Every week in Friday Free Web Fiction I post a first draft scene from my work in progress (WIP), or a short story, or an excerpt from one of my books. Today’s offering is from my Prunella Smith WIP, Past Worlds, The Lock Smith’s Secret. Click on the link above to read the previous parts of this story.
Bert burst into Nell’s office. ‘Have you got the copy for your column yet?’
Nell screwed up her face. ‘I’m working on it.’
Bert’s eyebrows rose. ‘How many words have you got so far?’
Nell shrugged and hoped he wouldn’t walk around her desk and look over her shoulder at the blank sheet in her typewriter.
He looked at her overflowing wastepaper basket and frowned. ‘Hmm … I want it by five. We need to hit him back straight away.’
‘My mother told me I shouldn’t inflame people, particularly not men, and especially not Lords of the realm,’ Nell said.
‘So I should hire a man in your place?’
Nell rolled her eyes. ‘I’ll do it. It just hasn’t come together yet.’
‘Perhaps a woman of less breeding would be better for the job.’
Nell narrowed her eyes at her boss. She knew he was kidding, but the barb wasn’t without a point. ‘Middle class woman don’t have the same level of education.’
‘Indeed they do not, though I expect you’d like to change that too.’
She grinned and nodded, then her eyes lit up. ‘That’s it, that’s the angle I’ll take. I’ll show his petty attack to have the sensibilities of the lower classes—crass and uneducated. He’ll hate being compared to the ignorant masses.’
Bert nodded. ‘That’s my girl.’ He left with a satisfied grin.
And at the end, I’ll make it clear that education is the key to raising the awareness of both Lord Burnett and the masses. Perfect.
Words flowed effortlessly in Nell’s mind, and her fingers danced over her typewriter’s keyboard with a satisfying clack. She worked without distraction, completely focused on expressing her key concerns—the treatment of woman as second class citizens and the need for education for all.
A knock sounded on the door just as she pulled the completed draft from the typewriter. She glanced up. Richard smiled at her through the glass divide. She held up her index finger indicating that he should wait one minute. He nodded and waved his hand in a circle indicating that he would return.
Nell read her column and marked a few edits, then sat back in her chair and smiled with satisfaction. That was why Bert had hired her. The piece elegantly countered Burnett’s vilification without being an outright attack on the man; instead, she had shown him to be ignorant by association.
Richard tapped again on the door and she waved him in.
‘How about lunch?’ he asked as he strode across the room with a charming smile.
Nell stood and handed him the sheet of paper, which he took and read while she stared out the window. Would he see what she’d done, or would he think it too soft an approach or miss the point entirely. Whatever his reaction, it would likely match Bert’s—his father—but his rejection, if he thought it due, would come couched in softer language than Bert’s. For that reason, she often ran her work by Richard before handing it to his father.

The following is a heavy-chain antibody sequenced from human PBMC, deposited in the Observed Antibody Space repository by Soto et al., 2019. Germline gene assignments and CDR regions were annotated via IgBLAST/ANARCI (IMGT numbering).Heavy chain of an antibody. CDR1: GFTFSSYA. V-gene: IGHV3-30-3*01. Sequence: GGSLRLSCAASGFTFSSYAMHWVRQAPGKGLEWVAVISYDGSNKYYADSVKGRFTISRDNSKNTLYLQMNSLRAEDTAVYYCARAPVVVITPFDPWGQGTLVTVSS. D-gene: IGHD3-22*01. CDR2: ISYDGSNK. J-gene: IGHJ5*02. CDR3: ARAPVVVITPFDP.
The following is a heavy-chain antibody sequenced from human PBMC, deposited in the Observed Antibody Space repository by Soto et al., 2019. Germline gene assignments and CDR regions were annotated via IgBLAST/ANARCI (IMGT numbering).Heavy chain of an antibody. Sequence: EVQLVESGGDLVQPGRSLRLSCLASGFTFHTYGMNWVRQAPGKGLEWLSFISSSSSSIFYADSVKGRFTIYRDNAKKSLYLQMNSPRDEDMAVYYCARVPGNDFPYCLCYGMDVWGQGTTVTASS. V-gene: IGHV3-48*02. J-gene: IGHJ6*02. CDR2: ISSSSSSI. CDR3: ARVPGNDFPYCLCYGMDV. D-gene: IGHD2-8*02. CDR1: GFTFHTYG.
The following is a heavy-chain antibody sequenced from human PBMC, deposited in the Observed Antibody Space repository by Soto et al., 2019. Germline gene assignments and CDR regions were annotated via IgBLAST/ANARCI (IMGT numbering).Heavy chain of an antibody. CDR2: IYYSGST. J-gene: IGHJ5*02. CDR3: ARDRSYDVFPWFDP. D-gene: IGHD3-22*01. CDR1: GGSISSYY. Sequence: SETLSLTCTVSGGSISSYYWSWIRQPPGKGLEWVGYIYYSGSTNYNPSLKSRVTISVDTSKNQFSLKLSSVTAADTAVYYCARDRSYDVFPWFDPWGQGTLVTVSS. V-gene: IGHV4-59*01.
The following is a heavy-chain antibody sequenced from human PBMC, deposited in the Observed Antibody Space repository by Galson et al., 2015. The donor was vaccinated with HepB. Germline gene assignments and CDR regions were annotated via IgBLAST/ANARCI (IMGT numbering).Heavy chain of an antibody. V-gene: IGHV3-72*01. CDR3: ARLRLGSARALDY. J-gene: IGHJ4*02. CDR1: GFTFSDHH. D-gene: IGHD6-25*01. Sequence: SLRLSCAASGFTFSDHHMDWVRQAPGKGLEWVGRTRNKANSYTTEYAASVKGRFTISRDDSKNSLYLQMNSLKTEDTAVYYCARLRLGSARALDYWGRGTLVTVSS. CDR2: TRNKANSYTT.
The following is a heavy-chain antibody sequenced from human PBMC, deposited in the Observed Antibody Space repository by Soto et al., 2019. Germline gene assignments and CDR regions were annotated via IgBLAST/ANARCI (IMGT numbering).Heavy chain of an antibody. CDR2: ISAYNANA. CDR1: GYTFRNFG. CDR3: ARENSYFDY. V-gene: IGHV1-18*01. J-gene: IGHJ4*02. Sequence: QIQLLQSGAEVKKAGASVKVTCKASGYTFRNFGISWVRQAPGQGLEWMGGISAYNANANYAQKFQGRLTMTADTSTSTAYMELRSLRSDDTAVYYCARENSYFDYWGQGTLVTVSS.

He chuckled, and she turned with eyebrows raised. ‘I didn’t realise it was funny.’
‘Not funny funny, clever funny,’ he said, looking up. His eyes glistened with admiration, and Nell’s heart softened with humility and fondness for this man who had supported her in her career. ‘The humour is in your light touch and in how well you’ve countered Burnett’s criticisms. You’ve shown your mettle by not lowering yourself to the name calling he used on you, but offering an intelligent appraisal of the situation and showing him for the idiot he is by associating him with the uneducated. It’s so well written that no one could possibly consider you a hack given a job just so Father could have a pretty face to brighten the office.’
‘You think Bert will like it.’
‘Without a doubt. He didn’t like Burnett’s insinuation that he’d hired you as a token gesture, or that he was only interested in a pretty face and …’ He shrugged.
Nell looked at her buttoned boots. Had there been some truth in Burnett’s insinuation that she’d also been given the job so his son might marry into money?
Richard cleared his throat. She looked up, keeping her expression neutral. ‘Would you like some lunch?’ he asked.
‘Love to,’ she replied before she’d thought it through.
He held up the sheet of paper. ‘We can drop this in to Father on the way past.’
She nodded, walked around her desk and took it from him. She felt his eyes lingering on her as she took her coat from the coat stand and draped it over her arm. He opened the door and gestured her through. She would have to find some new excuses for not having lunch with him.
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